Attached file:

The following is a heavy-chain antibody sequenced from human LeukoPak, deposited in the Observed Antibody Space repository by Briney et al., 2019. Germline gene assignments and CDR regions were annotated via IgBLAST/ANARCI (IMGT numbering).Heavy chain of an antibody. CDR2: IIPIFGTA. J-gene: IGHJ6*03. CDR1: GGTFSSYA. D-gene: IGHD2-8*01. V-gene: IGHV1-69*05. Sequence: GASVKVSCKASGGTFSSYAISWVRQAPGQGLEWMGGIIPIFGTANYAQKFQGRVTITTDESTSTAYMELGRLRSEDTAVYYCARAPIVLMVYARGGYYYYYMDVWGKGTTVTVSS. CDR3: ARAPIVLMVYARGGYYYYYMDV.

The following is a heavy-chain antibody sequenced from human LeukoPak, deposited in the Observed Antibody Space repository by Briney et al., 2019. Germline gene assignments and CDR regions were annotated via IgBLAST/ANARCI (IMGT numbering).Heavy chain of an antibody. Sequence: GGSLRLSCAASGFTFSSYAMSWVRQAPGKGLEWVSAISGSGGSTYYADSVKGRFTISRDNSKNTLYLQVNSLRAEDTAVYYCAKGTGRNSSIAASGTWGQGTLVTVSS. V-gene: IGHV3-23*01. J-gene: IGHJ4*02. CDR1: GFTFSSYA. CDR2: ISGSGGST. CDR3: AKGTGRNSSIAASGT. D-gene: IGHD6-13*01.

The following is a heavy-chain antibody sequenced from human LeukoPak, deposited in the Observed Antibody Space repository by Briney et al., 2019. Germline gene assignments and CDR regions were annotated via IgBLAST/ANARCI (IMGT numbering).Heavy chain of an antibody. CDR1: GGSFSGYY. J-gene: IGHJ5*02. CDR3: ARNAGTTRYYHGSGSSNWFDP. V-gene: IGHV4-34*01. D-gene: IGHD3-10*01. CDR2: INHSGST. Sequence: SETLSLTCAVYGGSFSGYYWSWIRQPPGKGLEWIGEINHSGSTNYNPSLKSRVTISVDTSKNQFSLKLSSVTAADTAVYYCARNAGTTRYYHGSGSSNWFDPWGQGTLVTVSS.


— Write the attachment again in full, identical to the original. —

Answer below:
The following is a heavy-chain antibody sequenced from human LeukoPak, deposited in the Observed Antibody Space repository by Briney et al., 2019. Germline gene assignments and CDR regions were annotated via IgBLAST/ANARCI (IMGT numbering).Heavy chain of an antibody. CDR2: IIPIFGTA. J-gene: IGHJ6*03. CDR1: GGTFSSYA. D-gene: IGHD2-8*01. V-gene: IGHV1-69*05. Sequence: GASVKVSCKASGGTFSSYAISWVRQAPGQGLEWMGGIIPIFGTANYAQKFQGRVTITTDESTSTAYMELGRLRSEDTAVYYCARAPIVLMVYARGGYYYYYMDVWGKGTTVTVSS. CDR3: ARAPIVLMVYARGGYYYYYMDV.

The following is a heavy-chain antibody sequenced from human LeukoPak, deposited in the Observed Antibody Space repository by Briney et al., 2019. Germline gene assignments and CDR regions were annotated via IgBLAST/ANARCI (IMGT numbering).Heavy chain of an antibody. Sequence: GGSLRLSCAASGFTFSSYAMSWVRQAPGKGLEWVSAISGSGGSTYYADSVKGRFTISRDNSKNTLYLQVNSLRAEDTAVYYCAKGTGRNSSIAASGTWGQGTLVTVSS. V-gene: IGHV3-23*01. J-gene: IGHJ4*02. CDR1: GFTFSSYA. CDR2: ISGSGGST. CDR3: AKGTGRNSSIAASGT. D-gene: IGHD6-13*01.

The following is a heavy-chain antibody sequenced from human LeukoPak, deposited in the Observed Antibody Space repository by Briney et al., 2019. Germline gene assignments and CDR regions were annotated via IgBLAST/ANARCI (IMGT numbering).Heavy chain of an antibody. CDR1: GGSFSGYY. J-gene: IGHJ5*02. CDR3: ARNAGTTRYYHGSGSSNWFDP. V-gene: IGHV4-34*01. D-gene: IGHD3-10*01. CDR2: INHSGST. Sequence: SETLSLTCAVYGGSFSGYYWSWIRQPPGKGLEWIGEINHSGSTNYNPSLKSRVTISVDTSKNQFSLKLSSVTAADTAVYYCARNAGTTRYYHGSGSSNWFDPWGQGTLVTVSS.